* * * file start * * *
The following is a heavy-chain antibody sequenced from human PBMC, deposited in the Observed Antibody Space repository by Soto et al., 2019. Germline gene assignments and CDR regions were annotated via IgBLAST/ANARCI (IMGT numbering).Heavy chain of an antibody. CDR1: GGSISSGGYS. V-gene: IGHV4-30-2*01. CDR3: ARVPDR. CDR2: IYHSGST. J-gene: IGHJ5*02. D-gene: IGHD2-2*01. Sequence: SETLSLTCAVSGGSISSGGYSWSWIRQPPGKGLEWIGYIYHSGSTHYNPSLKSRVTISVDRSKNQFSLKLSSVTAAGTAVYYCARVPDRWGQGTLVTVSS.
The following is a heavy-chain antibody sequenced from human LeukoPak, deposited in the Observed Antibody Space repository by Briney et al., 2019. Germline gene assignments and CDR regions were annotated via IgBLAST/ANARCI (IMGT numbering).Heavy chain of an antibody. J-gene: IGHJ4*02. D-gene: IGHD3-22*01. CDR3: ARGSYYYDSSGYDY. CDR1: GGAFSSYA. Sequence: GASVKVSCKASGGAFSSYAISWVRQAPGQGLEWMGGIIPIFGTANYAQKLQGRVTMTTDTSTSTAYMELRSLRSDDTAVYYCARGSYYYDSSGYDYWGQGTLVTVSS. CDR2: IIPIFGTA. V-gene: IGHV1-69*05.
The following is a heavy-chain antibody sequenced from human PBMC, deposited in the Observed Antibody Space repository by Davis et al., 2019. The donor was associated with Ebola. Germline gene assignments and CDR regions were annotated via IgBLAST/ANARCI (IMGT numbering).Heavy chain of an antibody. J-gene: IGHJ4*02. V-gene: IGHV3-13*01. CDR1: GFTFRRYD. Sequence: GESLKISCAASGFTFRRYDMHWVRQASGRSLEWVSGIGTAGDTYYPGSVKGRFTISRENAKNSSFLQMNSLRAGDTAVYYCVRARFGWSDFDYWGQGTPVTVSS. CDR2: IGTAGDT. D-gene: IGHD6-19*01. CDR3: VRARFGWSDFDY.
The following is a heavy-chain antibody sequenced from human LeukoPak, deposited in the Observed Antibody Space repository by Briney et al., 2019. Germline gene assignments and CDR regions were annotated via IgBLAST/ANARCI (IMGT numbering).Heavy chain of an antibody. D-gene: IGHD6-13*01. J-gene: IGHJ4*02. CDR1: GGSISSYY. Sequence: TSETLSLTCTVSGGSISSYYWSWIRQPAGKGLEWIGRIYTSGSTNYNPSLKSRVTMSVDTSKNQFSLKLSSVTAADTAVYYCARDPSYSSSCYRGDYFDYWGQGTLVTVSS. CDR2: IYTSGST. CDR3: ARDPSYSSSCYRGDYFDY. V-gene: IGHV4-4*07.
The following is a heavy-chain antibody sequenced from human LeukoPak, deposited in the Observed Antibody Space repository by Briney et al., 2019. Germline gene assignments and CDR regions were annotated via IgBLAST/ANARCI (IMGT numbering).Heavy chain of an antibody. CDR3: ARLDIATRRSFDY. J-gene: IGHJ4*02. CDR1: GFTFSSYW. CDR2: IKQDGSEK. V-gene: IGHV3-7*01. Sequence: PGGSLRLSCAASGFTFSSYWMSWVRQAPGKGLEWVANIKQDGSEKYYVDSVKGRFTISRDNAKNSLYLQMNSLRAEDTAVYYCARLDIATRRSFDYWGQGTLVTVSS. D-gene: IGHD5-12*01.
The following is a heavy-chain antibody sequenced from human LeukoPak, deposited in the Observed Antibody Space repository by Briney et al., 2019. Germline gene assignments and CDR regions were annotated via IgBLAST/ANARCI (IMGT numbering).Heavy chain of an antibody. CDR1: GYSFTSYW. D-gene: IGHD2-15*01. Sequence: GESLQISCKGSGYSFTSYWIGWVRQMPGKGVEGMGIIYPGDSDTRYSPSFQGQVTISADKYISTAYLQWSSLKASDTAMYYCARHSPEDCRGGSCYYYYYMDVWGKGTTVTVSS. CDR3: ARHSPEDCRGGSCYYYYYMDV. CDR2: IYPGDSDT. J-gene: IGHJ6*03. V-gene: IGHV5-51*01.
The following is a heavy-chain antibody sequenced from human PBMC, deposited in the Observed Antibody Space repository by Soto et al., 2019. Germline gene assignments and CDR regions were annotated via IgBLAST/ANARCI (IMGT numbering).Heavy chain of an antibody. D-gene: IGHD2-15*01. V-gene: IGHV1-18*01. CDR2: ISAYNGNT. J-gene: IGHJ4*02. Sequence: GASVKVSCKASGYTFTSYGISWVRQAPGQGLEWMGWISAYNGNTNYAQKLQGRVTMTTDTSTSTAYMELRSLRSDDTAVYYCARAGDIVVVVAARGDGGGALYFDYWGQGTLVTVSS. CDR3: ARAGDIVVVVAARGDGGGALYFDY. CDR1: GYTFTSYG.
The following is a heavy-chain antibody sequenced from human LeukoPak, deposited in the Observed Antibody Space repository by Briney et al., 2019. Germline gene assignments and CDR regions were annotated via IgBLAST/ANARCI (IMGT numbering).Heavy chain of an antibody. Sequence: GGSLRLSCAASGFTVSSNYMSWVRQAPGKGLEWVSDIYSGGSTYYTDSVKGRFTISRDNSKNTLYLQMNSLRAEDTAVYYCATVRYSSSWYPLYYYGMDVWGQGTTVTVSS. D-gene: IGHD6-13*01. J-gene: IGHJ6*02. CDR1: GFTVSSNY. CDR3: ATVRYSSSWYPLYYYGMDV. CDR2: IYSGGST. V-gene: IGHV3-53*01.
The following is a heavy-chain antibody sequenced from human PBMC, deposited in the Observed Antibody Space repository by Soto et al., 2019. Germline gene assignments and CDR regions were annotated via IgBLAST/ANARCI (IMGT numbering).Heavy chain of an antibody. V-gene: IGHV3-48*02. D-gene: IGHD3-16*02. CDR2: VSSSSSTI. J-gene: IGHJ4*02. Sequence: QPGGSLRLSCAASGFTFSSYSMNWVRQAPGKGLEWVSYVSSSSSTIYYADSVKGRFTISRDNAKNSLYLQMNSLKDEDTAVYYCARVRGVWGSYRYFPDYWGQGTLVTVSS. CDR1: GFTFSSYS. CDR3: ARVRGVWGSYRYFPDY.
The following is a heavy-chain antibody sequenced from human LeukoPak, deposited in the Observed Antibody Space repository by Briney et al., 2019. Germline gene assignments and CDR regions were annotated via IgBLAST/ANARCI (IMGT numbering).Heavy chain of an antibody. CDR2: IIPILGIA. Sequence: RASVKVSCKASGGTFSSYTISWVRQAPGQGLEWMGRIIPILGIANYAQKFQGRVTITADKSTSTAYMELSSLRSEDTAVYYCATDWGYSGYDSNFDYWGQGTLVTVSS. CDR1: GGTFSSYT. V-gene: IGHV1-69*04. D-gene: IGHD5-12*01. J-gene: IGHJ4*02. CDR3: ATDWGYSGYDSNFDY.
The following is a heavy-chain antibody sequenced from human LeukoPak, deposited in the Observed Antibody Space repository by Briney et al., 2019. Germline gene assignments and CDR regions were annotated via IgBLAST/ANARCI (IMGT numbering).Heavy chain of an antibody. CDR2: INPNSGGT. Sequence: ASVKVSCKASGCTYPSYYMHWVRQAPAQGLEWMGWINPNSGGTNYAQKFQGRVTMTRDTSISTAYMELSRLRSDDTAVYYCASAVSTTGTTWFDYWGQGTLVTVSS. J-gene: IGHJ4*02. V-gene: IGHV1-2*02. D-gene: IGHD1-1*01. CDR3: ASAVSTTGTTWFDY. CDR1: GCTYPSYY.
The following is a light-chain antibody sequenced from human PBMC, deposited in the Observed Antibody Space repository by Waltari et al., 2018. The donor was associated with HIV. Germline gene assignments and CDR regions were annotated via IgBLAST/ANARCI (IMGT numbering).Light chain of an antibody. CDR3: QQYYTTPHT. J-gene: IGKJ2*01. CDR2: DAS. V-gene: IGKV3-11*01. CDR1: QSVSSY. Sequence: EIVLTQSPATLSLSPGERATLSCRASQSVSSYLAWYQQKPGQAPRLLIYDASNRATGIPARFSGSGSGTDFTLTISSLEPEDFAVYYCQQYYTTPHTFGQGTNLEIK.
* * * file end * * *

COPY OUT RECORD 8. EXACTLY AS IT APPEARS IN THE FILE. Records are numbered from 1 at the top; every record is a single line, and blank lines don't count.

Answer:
The following is a heavy-chain antibody sequenced from human LeukoPak, deposited in the Observed Antibody Space repository by Briney et al., 2019. Germline gene assignments and CDR regions were annotated via IgBLAST/ANARCI (IMGT numbering).Heavy chain of an antibody. Sequence: GGSLRLSCAASGFTVSSNYMSWVRQAPGKGLEWVSDIYSGGSTYYTDSVKGRFTISRDNSKNTLYLQMNSLRAEDTAVYYCATVRYSSSWYPLYYYGMDVWGQGTTVTVSS. D-gene: IGHD6-13*01. J-gene: IGHJ6*02. CDR1: GFTVSSNY. CDR3: ATVRYSSSWYPLYYYGMDV. CDR2: IYSGGST. V-gene: IGHV3-53*01.